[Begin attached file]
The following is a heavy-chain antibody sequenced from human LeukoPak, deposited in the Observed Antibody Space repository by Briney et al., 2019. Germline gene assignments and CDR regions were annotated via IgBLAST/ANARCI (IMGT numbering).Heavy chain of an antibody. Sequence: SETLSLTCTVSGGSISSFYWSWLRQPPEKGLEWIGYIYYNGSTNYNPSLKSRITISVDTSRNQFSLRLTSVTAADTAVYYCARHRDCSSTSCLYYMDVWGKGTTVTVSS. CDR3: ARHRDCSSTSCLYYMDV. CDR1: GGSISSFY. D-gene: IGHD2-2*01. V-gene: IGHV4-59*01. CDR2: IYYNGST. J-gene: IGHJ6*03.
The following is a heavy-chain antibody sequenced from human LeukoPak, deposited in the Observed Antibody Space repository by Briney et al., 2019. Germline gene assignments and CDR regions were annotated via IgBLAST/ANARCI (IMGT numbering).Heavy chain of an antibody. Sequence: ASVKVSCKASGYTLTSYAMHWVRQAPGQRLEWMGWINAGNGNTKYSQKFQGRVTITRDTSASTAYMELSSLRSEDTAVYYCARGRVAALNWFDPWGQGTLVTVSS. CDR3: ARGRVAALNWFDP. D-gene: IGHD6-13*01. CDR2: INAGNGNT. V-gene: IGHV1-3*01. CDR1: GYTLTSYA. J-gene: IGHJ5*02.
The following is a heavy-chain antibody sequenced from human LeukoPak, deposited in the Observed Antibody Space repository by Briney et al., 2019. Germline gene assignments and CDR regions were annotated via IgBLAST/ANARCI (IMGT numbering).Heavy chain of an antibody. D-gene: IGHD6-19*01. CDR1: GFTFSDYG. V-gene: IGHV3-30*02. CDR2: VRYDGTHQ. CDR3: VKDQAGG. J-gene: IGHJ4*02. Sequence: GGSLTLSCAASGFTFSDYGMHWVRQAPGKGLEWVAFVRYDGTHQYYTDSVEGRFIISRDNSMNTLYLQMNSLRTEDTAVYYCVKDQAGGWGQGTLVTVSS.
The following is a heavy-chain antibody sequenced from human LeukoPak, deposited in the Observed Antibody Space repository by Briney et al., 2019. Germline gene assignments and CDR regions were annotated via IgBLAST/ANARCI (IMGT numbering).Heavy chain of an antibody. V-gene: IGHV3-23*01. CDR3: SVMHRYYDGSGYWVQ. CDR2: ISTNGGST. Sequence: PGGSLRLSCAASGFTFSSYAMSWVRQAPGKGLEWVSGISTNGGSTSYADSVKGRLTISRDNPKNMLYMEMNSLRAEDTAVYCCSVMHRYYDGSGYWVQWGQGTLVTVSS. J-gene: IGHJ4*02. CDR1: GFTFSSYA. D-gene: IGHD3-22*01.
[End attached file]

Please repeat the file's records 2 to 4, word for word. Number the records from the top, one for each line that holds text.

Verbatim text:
The following is a heavy-chain antibody sequenced from human LeukoPak, deposited in the Observed Antibody Space repository by Briney et al., 2019. Germline gene assignments and CDR regions were annotated via IgBLAST/ANARCI (IMGT numbering).Heavy chain of an antibody. Sequence: ASVKVSCKASGYTLTSYAMHWVRQAPGQRLEWMGWINAGNGNTKYSQKFQGRVTITRDTSASTAYMELSSLRSEDTAVYYCARGRVAALNWFDPWGQGTLVTVSS. CDR3: ARGRVAALNWFDP. D-gene: IGHD6-13*01. CDR2: INAGNGNT. V-gene: IGHV1-3*01. CDR1: GYTLTSYA. J-gene: IGHJ5*02.
The following is a heavy-chain antibody sequenced from human LeukoPak, deposited in the Observed Antibody Space repository by Briney et al., 2019. Germline gene assignments and CDR regions were annotated via IgBLAST/ANARCI (IMGT numbering).Heavy chain of an antibody. D-gene: IGHD6-19*01. CDR1: GFTFSDYG. V-gene: IGHV3-30*02. CDR2: VRYDGTHQ. CDR3: VKDQAGG. J-gene: IGHJ4*02. Sequence: GGSLTLSCAASGFTFSDYGMHWVRQAPGKGLEWVAFVRYDGTHQYYTDSVEGRFIISRDNSMNTLYLQMNSLRTEDTAVYYCVKDQAGGWGQGTLVTVSS.
The following is a heavy-chain antibody sequenced from human LeukoPak, deposited in the Observed Antibody Space repository by Briney et al., 2019. Germline gene assignments and CDR regions were annotated via IgBLAST/ANARCI (IMGT numbering).Heavy chain of an antibody. V-gene: IGHV3-23*01. CDR3: SVMHRYYDGSGYWVQ. CDR2: ISTNGGST. Sequence: PGGSLRLSCAASGFTFSSYAMSWVRQAPGKGLEWVSGISTNGGSTSYADSVKGRLTISRDNPKNMLYMEMNSLRAEDTAVYCCSVMHRYYDGSGYWVQWGQGTLVTVSS. J-gene: IGHJ4*02. CDR1: GFTFSSYA. D-gene: IGHD3-22*01.